In 2006, Samantha Green was vacationing in Sri Lanka when she came across a young street dog that seemed minutes away from death. Lying lifeless on the chalky grounds of a village temple, the puppy was riddled with mange and mites and was severely emaciated. Samantha, a UK citizen working in the transport industry at the time, was taken aback by the sight of this creature, who was barely recognizable atop the torrid dirt piles.
Unable to walk away from this wounded pup, Samantha quickly got to work, contacting vets and animal experts, and paying for the puppy to receive the medical attention it needed.
But the problem was far worse than Samantha ever could have imagined. At every street crossing, every corner, and outside every shopfront was a roaming street dog. Most often, they were riddled with mange, a parasitic skin disease, and starved beyond belief. Thousands upon thousands of dogs were in urgent need of medical attention, scattered across the worn streets of Sri Lanka, and nobody was helping them.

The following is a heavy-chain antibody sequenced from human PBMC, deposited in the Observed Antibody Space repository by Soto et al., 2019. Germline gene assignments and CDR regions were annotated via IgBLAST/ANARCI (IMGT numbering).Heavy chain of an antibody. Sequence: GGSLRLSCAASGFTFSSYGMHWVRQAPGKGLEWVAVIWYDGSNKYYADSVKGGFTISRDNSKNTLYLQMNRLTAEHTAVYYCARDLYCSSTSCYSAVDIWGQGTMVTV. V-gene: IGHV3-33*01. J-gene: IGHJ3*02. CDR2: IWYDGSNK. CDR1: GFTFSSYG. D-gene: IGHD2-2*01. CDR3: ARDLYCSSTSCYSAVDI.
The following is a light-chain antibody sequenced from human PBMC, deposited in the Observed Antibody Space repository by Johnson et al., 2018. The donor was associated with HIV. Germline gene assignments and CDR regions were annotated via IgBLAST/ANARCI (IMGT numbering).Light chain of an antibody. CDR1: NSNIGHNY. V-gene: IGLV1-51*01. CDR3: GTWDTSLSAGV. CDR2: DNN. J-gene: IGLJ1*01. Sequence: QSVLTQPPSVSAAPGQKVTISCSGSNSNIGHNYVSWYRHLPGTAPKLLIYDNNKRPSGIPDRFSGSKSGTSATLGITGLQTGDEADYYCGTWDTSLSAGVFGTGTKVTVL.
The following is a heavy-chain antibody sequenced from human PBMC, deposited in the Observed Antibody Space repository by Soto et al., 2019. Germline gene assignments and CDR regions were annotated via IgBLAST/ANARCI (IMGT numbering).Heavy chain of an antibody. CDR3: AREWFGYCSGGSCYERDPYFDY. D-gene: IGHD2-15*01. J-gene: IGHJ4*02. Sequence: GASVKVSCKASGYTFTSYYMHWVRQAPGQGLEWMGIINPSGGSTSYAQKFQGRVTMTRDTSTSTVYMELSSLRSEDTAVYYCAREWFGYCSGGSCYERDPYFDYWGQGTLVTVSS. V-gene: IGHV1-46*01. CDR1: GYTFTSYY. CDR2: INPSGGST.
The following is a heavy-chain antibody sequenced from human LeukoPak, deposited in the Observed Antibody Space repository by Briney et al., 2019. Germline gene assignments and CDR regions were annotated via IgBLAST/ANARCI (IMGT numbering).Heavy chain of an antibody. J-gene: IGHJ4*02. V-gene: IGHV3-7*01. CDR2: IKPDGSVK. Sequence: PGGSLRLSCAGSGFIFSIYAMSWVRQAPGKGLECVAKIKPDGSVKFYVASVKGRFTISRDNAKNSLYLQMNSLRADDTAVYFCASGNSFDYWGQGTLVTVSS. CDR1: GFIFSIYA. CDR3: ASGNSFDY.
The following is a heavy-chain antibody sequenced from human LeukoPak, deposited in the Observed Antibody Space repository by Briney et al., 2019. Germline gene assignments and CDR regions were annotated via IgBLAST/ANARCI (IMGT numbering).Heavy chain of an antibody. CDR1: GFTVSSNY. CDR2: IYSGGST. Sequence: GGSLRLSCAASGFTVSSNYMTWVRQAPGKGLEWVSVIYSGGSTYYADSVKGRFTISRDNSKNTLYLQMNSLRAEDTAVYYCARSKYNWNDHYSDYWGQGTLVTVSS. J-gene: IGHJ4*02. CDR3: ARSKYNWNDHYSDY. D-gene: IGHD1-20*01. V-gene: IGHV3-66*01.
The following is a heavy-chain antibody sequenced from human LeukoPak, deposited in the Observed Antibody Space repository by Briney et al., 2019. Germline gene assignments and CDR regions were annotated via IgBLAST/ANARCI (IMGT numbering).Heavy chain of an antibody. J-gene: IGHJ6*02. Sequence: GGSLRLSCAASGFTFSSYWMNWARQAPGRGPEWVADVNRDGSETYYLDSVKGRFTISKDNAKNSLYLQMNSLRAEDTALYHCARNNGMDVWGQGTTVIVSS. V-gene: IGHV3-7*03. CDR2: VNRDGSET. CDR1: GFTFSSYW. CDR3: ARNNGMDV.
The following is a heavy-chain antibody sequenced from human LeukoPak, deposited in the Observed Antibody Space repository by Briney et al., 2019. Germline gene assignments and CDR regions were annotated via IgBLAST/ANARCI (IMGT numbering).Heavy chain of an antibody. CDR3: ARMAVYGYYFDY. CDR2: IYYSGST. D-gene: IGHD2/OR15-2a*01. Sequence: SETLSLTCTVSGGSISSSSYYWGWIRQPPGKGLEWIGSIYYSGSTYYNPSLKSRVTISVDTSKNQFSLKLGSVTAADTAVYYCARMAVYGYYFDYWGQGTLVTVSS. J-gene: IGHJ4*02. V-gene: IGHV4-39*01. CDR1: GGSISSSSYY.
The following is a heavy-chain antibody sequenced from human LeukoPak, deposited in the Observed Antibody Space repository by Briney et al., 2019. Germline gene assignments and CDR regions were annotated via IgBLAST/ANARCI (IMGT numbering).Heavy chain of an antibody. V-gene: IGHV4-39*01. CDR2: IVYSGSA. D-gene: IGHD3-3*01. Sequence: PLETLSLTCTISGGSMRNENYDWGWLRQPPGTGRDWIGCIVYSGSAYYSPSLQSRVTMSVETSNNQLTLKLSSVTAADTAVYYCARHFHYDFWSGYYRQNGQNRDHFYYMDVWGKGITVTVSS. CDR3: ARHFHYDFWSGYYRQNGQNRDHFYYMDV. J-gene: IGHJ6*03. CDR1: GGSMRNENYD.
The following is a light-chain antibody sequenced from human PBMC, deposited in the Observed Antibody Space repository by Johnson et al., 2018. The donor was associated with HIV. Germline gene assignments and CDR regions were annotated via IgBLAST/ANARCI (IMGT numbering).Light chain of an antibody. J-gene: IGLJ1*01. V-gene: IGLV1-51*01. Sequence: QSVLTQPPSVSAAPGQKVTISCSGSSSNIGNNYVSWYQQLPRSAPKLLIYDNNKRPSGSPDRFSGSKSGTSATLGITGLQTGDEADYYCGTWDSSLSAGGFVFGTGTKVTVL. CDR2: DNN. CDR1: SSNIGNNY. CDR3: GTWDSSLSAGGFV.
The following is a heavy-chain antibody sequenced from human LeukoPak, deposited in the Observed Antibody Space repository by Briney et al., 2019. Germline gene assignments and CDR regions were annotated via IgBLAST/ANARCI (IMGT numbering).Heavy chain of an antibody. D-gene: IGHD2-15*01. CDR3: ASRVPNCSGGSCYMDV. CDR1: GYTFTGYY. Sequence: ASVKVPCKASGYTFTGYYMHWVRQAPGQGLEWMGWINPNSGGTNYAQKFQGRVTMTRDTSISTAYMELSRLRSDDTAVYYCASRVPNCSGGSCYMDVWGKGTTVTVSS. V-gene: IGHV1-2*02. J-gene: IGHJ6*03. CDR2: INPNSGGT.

The Sri Lankan government's reputation for street dog maintenance was shameful, alternating between poisoning or shooting dogs and relocating them (or, dumping them in rural areas).
Standing with the wasted puppy in her arms, in a politically volatile and foreign country, Samantha had just, unbeknownst to her, committed to the biggest project of her life. Having no veterinary experience, limited knowledge of Sri Lanka, and no contacts whatsoever in the country, Samantha did the only thing she could. She saved the dog's life. Then, she uplifted her entire life and moved to Sri Lanka.
The birth of Dogstar Foundation